Always take spare food! I took a few boxes of cereal bars for emergencies. Arriving at Auschwitz late with no food and nowhere open is always not going to end well with three hungry teenagers! Thankfully we found a Tesco (of all places!) in the quite town just about to shut so we ran in to grab some food! (FYI thats a pretzel!)

Heat and diabetes… and the fact that every time you see a famous landmark you go low

Heat affects everyones diabetes differently. I know lots of my friends go low in the heat but i go high. All the more reason for extra tests. However walking makes me go low…as i already knew from D Of E. So I had no idea what was going to happen to my bloods but i hoped they would be balanced in the middle of high and low. However walking combatted the heat and i was low more than i was high. Thank goodness I packed so many glucotabs! However I didn't use temporary basal rates as the low was only once a day and at an unpredictable time. Bit annoying through when you don't really get to appreciate the Leaning Tower of Pisa as you swig Sprite and trying not to get pick pocketed!

Diet coke discrimination and coke zero?!?
Be prepared to spend more than your friend drinking full sugar drinks because nearly everywhere charged more for diet coke. WHYYYYY. Also, most European countries, excluding Italy, seem to have something against diet coke. They only have coke zero, which by the way, does not taste the same. Oh to the right is a reunited picture of me and bae ahaha!

Fragile feet
Oh my goodness! Don't get me started on the feet! By the time we got to Lucern (17 days into our trip) I thought I was coming home with one less foot! Although, much to the despair of my parents, I did not take jesus walking shoes (sorry for the offence I may just have caused!) I took my running trainers which I wear at home around 5 times a week. However because we were averaging 10 miles a day and it was hot I got blisters. Mwap Mwap Mwap. Blisters on both little toes (which was expected!) and a gigantic blister on my right ball of my foot. The blister popped and my raw foot was agony. *TOP TIP* Always listen to your mum and dad ahaha. After using some Mepore dressing and taking some antibiotics it started to heal. Until it turns out I'm allergic to Penicillin! Apparently I have now found out that if you smother your feet in Vaseline before putting your socks and shoes on you don't get the friction so you don't get the blisters! Too little too late! 

People abroad use your diabetes as a chat up line!
Oh my gosh! Never in my life have so many people asked me about my insulin pump and adding to that known the difference between Type 1 and Type 2 without having to be told. I was gobsmacked! Especially when people go out of the way to talk to you about it, like the time we were sitting having a pizza in Innsbruck and a man on the table next to us turned around and asked me what the thing was on my arm (my pump), he already knew about type 1 and 2 and was lovely to talk too. Never in England would anyone be that bold to ask. Normally people stare and mutter to their friend that its a nicotine patch and its terrible that I smoked. Which I never have or never plan too by the way. The second occasion was in Lake Bled at our Hostel ‘Ace of Spades’.  Whilst booking in the man asked me what is was on my arm, and again I explained, and it turned out one of his family members had type 1, and this conversation led to the lady who worked there telling me she was a dietician! By the way - definitely recommend the hostel and Lake Bled. THE most beautiful place on our trip!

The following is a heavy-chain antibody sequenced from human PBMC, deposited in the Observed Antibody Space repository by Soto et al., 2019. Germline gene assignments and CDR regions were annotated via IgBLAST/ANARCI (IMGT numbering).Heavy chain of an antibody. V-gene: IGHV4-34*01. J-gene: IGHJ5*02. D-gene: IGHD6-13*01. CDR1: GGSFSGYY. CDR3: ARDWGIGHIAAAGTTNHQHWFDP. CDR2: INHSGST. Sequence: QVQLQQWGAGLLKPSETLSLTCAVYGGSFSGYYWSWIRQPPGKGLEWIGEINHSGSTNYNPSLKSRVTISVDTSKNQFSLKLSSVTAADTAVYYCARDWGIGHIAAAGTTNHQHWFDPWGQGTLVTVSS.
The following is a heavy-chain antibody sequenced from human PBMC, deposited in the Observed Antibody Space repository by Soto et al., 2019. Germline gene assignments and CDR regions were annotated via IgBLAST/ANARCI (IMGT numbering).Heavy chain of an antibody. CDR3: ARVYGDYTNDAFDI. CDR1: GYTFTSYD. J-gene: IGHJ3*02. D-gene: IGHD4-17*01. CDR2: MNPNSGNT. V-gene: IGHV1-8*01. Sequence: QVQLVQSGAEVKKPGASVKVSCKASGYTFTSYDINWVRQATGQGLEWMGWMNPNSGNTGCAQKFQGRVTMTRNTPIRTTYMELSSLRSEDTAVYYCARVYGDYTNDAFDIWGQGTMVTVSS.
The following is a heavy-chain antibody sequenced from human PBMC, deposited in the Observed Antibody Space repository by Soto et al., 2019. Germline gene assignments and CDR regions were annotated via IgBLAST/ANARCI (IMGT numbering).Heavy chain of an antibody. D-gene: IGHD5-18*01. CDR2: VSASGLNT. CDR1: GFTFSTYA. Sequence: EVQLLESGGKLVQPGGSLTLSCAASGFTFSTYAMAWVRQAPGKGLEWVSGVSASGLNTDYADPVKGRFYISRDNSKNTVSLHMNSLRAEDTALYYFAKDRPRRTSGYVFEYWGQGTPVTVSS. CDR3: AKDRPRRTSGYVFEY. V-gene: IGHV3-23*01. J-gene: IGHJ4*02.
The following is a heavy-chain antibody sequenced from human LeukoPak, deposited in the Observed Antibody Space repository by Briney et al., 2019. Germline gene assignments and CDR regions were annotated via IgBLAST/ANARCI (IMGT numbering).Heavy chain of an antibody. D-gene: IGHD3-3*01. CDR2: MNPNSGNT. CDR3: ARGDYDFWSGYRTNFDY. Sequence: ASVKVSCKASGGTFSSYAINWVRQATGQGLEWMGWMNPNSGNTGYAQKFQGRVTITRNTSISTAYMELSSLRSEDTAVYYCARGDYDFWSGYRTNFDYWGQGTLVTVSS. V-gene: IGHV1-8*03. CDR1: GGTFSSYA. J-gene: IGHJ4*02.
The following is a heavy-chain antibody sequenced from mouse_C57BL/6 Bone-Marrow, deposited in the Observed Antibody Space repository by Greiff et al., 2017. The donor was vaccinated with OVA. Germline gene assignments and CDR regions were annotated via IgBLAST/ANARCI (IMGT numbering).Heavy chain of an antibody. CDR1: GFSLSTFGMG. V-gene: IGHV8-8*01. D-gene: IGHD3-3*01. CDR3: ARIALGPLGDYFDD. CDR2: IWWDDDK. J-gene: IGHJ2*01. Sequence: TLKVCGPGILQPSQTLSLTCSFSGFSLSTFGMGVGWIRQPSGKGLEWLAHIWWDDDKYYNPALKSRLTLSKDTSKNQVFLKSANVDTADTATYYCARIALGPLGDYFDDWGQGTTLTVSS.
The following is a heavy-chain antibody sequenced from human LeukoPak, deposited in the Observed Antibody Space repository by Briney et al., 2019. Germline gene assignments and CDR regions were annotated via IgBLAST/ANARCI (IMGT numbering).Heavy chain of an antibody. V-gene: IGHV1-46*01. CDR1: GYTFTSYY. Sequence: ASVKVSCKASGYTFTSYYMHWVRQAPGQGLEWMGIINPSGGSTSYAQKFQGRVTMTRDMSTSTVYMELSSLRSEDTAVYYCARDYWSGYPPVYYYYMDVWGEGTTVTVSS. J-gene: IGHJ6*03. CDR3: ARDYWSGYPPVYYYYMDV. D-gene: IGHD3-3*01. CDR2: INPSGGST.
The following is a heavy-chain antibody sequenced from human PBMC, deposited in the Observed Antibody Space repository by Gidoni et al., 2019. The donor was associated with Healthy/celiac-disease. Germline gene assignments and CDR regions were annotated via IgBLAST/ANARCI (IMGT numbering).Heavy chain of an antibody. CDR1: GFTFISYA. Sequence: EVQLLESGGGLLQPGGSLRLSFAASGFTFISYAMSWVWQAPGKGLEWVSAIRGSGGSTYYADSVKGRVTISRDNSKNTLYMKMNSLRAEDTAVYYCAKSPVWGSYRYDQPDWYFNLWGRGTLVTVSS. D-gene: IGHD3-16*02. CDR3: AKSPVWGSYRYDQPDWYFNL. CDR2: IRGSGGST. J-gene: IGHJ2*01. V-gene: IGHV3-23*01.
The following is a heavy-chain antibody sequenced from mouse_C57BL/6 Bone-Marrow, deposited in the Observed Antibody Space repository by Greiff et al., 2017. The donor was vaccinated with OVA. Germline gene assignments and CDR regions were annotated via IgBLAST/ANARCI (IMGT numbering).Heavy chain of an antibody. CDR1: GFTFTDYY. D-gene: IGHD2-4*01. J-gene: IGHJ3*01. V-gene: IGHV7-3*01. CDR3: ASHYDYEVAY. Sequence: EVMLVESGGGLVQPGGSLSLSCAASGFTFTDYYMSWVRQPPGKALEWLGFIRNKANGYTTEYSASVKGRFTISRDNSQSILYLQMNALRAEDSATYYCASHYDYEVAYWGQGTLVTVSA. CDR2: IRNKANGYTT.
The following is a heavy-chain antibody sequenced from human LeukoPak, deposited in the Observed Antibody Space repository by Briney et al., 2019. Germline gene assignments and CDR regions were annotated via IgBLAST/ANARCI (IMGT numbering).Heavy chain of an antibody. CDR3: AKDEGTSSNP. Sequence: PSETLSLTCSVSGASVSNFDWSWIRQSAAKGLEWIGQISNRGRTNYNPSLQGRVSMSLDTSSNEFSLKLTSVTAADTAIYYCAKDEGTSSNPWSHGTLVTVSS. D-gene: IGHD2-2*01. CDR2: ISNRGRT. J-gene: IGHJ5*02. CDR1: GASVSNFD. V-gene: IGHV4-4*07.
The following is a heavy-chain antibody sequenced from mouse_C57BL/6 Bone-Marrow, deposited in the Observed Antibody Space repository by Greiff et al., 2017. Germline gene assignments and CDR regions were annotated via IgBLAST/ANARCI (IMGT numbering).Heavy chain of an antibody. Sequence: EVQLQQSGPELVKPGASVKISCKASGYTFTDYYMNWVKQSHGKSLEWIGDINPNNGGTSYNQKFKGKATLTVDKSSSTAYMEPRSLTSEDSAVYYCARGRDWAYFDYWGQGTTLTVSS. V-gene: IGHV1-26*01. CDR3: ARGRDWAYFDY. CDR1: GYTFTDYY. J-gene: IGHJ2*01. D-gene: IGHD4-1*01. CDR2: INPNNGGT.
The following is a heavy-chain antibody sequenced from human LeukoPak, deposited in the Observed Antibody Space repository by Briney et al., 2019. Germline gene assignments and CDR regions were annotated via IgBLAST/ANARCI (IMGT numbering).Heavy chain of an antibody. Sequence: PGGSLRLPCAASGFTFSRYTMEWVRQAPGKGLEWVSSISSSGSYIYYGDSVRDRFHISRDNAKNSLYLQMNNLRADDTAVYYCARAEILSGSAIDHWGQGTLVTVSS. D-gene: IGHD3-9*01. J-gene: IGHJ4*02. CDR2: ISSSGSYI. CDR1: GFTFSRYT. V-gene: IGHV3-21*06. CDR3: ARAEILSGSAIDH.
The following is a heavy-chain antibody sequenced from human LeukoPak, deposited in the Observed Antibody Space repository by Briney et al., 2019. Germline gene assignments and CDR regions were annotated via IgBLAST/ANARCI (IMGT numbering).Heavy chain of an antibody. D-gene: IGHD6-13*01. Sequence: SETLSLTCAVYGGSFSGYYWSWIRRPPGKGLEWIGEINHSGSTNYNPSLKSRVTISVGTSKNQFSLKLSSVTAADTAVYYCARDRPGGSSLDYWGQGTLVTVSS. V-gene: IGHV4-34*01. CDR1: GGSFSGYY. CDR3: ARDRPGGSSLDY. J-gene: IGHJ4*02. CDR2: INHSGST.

However in Salzburg, at the youth hostel, the barman, instead of the generic questions about my pump, used my diabetes as a chat up line! He already knew about Type 1 diabetes and the insulin pumps as he asked me about it and went out of his way to find me the last diet coke - legend! He then came and sat with us over dinner and asked if he could prick my finger. Such a funny and nice guy who I have to say, is the first person to chat me up with my diabetes! haha!

Don’t let diabetes get in the way of you doing anything! Yes testing more is inconvenient and so is hypoing in the middle of the metro carrying a 65 litre rucksack and a daypack but you can do it! I did it! Yes its a challenge but at the end of the day you only live life at the end of your comfort zone and we can do anything anyone else can do - just with Type 1 Diabetes! I would definitely recommend getting a medical alert bracelet for travelling as it put my mind so much more at ease that if I had a problem someone would have a better idea why. It was such an amazing experience and I hope that what I've learnt will help you too! 

Lots of love the Backpacker and the Pod xxx